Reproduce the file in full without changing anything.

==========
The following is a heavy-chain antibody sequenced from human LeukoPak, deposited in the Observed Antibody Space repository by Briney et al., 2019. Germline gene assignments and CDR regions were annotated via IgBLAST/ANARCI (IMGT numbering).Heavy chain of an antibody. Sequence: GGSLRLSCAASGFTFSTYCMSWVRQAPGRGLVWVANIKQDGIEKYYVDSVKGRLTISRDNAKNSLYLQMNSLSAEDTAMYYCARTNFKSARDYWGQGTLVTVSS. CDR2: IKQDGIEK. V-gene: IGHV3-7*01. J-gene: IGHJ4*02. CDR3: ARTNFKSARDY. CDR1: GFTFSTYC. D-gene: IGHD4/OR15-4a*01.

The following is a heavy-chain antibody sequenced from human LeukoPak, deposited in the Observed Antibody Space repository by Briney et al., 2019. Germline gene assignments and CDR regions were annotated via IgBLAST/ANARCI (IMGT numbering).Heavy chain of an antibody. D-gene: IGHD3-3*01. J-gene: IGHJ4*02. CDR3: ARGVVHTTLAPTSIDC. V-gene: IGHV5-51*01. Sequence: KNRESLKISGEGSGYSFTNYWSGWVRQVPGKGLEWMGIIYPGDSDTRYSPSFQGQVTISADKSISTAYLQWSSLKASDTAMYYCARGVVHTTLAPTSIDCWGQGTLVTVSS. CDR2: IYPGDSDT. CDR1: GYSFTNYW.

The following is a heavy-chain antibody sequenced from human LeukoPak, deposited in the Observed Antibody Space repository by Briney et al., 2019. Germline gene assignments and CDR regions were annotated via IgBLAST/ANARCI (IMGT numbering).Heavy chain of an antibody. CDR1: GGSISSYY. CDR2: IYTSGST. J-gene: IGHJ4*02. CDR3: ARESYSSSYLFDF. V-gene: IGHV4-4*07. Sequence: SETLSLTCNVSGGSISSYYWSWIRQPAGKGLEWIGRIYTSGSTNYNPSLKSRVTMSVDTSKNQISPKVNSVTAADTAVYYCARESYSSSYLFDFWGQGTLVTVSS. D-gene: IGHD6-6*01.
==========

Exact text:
The following is a heavy-chain antibody sequenced from human LeukoPak, deposited in the Observed Antibody Space repository by Briney et al., 2019. Germline gene assignments and CDR regions were annotated via IgBLAST/ANARCI (IMGT numbering).Heavy chain of an antibody. Sequence: GGSLRLSCAASGFTFSTYCMSWVRQAPGRGLVWVANIKQDGIEKYYVDSVKGRLTISRDNAKNSLYLQMNSLSAEDTAMYYCARTNFKSARDYWGQGTLVTVSS. CDR2: IKQDGIEK. V-gene: IGHV3-7*01. J-gene: IGHJ4*02. CDR3: ARTNFKSARDY. CDR1: GFTFSTYC. D-gene: IGHD4/OR15-4a*01.

The following is a heavy-chain antibody sequenced from human LeukoPak, deposited in the Observed Antibody Space repository by Briney et al., 2019. Germline gene assignments and CDR regions were annotated via IgBLAST/ANARCI (IMGT numbering).Heavy chain of an antibody. D-gene: IGHD3-3*01. J-gene: IGHJ4*02. CDR3: ARGVVHTTLAPTSIDC. V-gene: IGHV5-51*01. Sequence: KNRESLKISGEGSGYSFTNYWSGWVRQVPGKGLEWMGIIYPGDSDTRYSPSFQGQVTISADKSISTAYLQWSSLKASDTAMYYCARGVVHTTLAPTSIDCWGQGTLVTVSS. CDR2: IYPGDSDT. CDR1: GYSFTNYW.

The following is a heavy-chain antibody sequenced from human LeukoPak, deposited in the Observed Antibody Space repository by Briney et al., 2019. Germline gene assignments and CDR regions were annotated via IgBLAST/ANARCI (IMGT numbering).Heavy chain of an antibody. CDR1: GGSISSYY. CDR2: IYTSGST. J-gene: IGHJ4*02. CDR3: ARESYSSSYLFDF. V-gene: IGHV4-4*07. Sequence: SETLSLTCNVSGGSISSYYWSWIRQPAGKGLEWIGRIYTSGSTNYNPSLKSRVTMSVDTSKNQISPKVNSVTAADTAVYYCARESYSSSYLFDFWGQGTLVTVSS. D-gene: IGHD6-6*01.